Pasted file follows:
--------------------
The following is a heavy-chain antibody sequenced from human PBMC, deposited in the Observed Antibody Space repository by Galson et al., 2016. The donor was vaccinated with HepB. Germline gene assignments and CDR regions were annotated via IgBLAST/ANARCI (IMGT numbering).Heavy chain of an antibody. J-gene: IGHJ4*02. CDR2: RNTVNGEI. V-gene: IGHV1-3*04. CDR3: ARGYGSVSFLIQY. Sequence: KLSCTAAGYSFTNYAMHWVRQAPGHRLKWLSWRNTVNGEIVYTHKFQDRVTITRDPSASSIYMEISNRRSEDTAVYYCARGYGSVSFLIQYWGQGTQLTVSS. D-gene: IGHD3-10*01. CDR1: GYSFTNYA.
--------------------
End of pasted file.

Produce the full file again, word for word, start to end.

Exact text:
The following is a heavy-chain antibody sequenced from human PBMC, deposited in the Observed Antibody Space repository by Galson et al., 2016. The donor was vaccinated with HepB. Germline gene assignments and CDR regions were annotated via IgBLAST/ANARCI (IMGT numbering).Heavy chain of an antibody. J-gene: IGHJ4*02. CDR2: RNTVNGEI. V-gene: IGHV1-3*04. CDR3: ARGYGSVSFLIQY. Sequence: KLSCTAAGYSFTNYAMHWVRQAPGHRLKWLSWRNTVNGEIVYTHKFQDRVTITRDPSASSIYMEISNRRSEDTAVYYCARGYGSVSFLIQYWGQGTQLTVSS. D-gene: IGHD3-10*01. CDR1: GYSFTNYA.